Ethiopia's Foreign Policy Paradox

Jan 27 , 2024
By Hintsa Andebrhan

Ethiopia recently reaffirmed its commitment to the "One-China" policy through its Foreign Ministry Spokesperson, Meles Alem (PhD). Ironically, it coincided with China's assertion of Somaliland as part of Somalia, a position echoed by Mao Ning, spokesperson for the Chinese Ministry of Foreign Affairs. These statements underline a shared emphasis on states' sovereignty and territorial integrity while also emphasising the intricate regional diplomacy in which Ethiopia is entangled.

Historically centred on strong relations with neighbouring countries, Ethiopia's foreign policy has been a foundation in the fight against terrorism, particularly in collaboration with Somalia. Various foreign ministers have endorsed this policy, and it was recently reasserted by President Sahlewerk Zewde, who stressed Africa as the focal point of Ethiopia's diplomatic endeavours. This orientation was evident during the Ethiopian Diplomacy Exhibition held last week.

Notable successes mark Ethiopia's diplomatic history in Africa.

A key example is the June 2004 decision to keep the African Union (AU) headquarters in Addis Abeba. Despite Libya's push and its leader's lobby for relocation, most African leaders sided with Ethiopia, proof of its diplomatic clout on the continent. Another significant diplomatic achievement has been garnering support from Nile Basin countries for constructing the Great Ethiopian Renaissance Dam (GERD), a project of economic and geopolitical significance.

However, recent developments suggest a shift in Ethiopia's traditional diplomatic approach. Prime Minister Abiy Ahmed's (PhD) Administration appears to explore new political and diplomatic avenues. The change in direction is evident in Ethiopia's engagement with Somaliland, a move that has raised eyebrows domestically and internationally. Critics from various political spectrums have voiced concerns over this engagement, viewing it as a departure from Ethiopia's longstanding commitment to regional unity and stability.

Even the United Arab Emirates (UAE), a key ally of the Abiy administration, has expressed reservations about this approach.

The core of the controversy lies in the perceived contradiction between Ethiopia's support for the "One-China" policy and its dealings with Somaliland. While the former shows respect for territorial integrity and sovereignty, the latter undermines these very principles in the Horn of Africa. Ethiopia's arrangement with Somaliland, a region seeking independence from Somalia, is viewed as a potential breach of its commitment to the territorial integrity of Somalia. It has led to controversies about its foreign policy's consistency and principled position.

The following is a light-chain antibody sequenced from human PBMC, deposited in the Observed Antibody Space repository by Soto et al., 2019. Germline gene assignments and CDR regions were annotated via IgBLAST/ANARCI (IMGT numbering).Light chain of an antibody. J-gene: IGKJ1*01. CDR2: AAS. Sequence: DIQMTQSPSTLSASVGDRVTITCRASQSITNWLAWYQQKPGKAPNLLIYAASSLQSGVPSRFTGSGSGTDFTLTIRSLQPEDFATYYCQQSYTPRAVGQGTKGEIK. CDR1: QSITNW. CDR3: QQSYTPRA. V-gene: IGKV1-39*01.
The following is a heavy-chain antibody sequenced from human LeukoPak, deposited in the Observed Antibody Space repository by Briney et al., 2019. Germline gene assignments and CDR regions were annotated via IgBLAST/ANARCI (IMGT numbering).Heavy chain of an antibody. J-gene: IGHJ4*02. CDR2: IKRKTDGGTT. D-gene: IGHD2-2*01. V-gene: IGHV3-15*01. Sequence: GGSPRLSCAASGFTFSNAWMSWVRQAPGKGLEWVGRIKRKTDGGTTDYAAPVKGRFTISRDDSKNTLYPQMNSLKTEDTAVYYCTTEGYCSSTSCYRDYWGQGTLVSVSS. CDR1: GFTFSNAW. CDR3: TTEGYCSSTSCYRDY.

Ethiopia's need for port access, crucial for its economic and geopolitical interests, is often cited as a driving force behind its Somaliland engagement. Taye Atske Selassie, the foreign policy advisor to the Prime Minister, has advocated for peaceful means to secure sea access, a view conveyed to the diplomatic community. However, scepticism abounds among diplomats about the sincerity of this approach.

The scepticism was echoed in recent regional forums, including an emergency meeting of IGAD held in Kampala and the African Union's Peace & Security Council meeting, both of which addressed the growing tension between leaders of Ethiopia and Somalia. These meetings brought to focus the regional concern over Ethiopia's foreign policy direction and its implications for stability in the Horn of Africa.

The central issue, therefore, is the apparent disconnect between Ethiopia's traditional diplomatic principles and its current foreign policy manoeuvres. While it has historically been a champion of African unity and stability, its recent actions have raised questions about its commitment to these ideals. The engagement with Somaliland, in particular, has been criticised as deviating from a principled foreign policy, possibly motivated by short-term geopolitical gains rather than long-term regional stability.

PUBLISHED ON Jan 27,2024 [ VOL 24 , NO 1239]

Hintsa Andebrhan is interested in politics and history. He can be reached at

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